I am, admittedly, not much of a scientist. I find the scientific process tedious and uninspiring, in general. I mean, how compelling can forming and testing hypotheses be? Either it works and can be repeated (resulting in scientific fact) or it doesn’t work.
The Hubble Space Telescope, however, is one of those things that has bridged the gap between science and art. Could we have imagined 20 years ago how much we would learn from the images taken by Hubble? Such breathtaking imagery was simply beyond our imaginations. Even those images were potentially compromised when the original mirrors were cut in a way that left the telescope essentially disabled after launch. Later super telescopes have expanded the point-of-view first revealed by Hubble, allowing us to see non-visual spectrums of light revealing even the furthest reaches of the known or imagined universe.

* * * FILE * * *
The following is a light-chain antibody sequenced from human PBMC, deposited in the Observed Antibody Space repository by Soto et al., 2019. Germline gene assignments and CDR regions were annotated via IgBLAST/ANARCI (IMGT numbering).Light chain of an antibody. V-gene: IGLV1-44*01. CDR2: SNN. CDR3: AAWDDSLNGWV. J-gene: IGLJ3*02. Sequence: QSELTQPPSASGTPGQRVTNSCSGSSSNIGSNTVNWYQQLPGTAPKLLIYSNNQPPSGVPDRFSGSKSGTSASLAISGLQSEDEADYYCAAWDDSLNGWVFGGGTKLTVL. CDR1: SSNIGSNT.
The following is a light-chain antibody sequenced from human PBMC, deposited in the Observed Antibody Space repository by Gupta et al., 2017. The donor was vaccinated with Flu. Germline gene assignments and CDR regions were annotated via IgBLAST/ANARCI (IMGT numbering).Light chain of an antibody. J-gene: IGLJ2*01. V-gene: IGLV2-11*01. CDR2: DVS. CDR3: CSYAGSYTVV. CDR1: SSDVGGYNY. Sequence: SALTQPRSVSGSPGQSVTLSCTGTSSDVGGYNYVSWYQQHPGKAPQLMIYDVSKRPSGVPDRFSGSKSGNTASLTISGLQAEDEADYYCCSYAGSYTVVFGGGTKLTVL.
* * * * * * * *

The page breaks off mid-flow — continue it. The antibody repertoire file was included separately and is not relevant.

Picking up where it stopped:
Today, the space shuttle Atlantis launched what is likely to be the last repair mission to Hubble. It’s gyroscopes are not functioning well, leaving it wobbling in place in orbit. Left to the natural course of things, it would soon crash to earth. It will crash to earth someday, but the emotional response triggered by its breathtaking imagery led to an unprecedented demand amongst the public to keep it up there running a while longer.
Space travel is never without risk. This mission is being openly labeled higher-than-usual risk by Mission Control. I hope the brave astronauts complete their mission and return home safely.